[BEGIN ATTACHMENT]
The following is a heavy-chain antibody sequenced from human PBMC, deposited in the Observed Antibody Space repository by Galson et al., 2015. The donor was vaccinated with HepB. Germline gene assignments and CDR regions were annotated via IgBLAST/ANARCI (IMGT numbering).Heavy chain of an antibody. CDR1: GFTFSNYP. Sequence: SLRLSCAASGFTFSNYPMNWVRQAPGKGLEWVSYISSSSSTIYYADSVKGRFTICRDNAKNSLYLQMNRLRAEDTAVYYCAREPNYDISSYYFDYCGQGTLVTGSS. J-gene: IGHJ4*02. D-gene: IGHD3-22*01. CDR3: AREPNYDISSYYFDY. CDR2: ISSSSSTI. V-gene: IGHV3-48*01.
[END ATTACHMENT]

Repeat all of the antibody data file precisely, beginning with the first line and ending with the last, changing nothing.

The following is a heavy-chain antibody sequenced from human PBMC, deposited in the Observed Antibody Space repository by Galson et al., 2015. The donor was vaccinated with HepB. Germline gene assignments and CDR regions were annotated via IgBLAST/ANARCI (IMGT numbering).Heavy chain of an antibody. CDR1: GFTFSNYP. Sequence: SLRLSCAASGFTFSNYPMNWVRQAPGKGLEWVSYISSSSSTIYYADSVKGRFTICRDNAKNSLYLQMNRLRAEDTAVYYCAREPNYDISSYYFDYCGQGTLVTGSS. J-gene: IGHJ4*02. D-gene: IGHD3-22*01. CDR3: AREPNYDISSYYFDY. CDR2: ISSSSSTI. V-gene: IGHV3-48*01.